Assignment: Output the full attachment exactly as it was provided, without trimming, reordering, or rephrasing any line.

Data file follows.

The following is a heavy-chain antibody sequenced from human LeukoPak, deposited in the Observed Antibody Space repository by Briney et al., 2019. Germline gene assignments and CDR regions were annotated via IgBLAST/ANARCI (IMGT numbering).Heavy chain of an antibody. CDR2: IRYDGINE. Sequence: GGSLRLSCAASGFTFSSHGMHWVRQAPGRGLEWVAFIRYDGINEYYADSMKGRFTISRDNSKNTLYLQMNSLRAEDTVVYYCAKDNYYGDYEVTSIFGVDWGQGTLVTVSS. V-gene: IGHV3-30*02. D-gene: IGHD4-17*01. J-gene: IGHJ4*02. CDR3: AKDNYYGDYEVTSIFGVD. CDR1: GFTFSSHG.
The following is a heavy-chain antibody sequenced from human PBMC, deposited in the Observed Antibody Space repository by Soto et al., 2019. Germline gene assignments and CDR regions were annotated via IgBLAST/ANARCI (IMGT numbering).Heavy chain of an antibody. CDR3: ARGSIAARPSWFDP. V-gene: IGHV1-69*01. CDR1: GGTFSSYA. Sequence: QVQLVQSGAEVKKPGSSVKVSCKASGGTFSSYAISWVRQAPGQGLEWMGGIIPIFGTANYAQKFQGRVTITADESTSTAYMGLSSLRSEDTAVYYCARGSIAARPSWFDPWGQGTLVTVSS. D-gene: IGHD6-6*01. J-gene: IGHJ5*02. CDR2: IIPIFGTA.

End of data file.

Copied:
The following is a heavy-chain antibody sequenced from human LeukoPak, deposited in the Observed Antibody Space repository by Briney et al., 2019. Germline gene assignments and CDR regions were annotated via IgBLAST/ANARCI (IMGT numbering).Heavy chain of an antibody. CDR2: IRYDGINE. Sequence: GGSLRLSCAASGFTFSSHGMHWVRQAPGRGLEWVAFIRYDGINEYYADSMKGRFTISRDNSKNTLYLQMNSLRAEDTVVYYCAKDNYYGDYEVTSIFGVDWGQGTLVTVSS. V-gene: IGHV3-30*02. D-gene: IGHD4-17*01. J-gene: IGHJ4*02. CDR3: AKDNYYGDYEVTSIFGVD. CDR1: GFTFSSHG.
The following is a heavy-chain antibody sequenced from human PBMC, deposited in the Observed Antibody Space repository by Soto et al., 2019. Germline gene assignments and CDR regions were annotated via IgBLAST/ANARCI (IMGT numbering).Heavy chain of an antibody. CDR3: ARGSIAARPSWFDP. V-gene: IGHV1-69*01. CDR1: GGTFSSYA. Sequence: QVQLVQSGAEVKKPGSSVKVSCKASGGTFSSYAISWVRQAPGQGLEWMGGIIPIFGTANYAQKFQGRVTITADESTSTAYMGLSSLRSEDTAVYYCARGSIAARPSWFDPWGQGTLVTVSS. D-gene: IGHD6-6*01. J-gene: IGHJ5*02. CDR2: IIPIFGTA.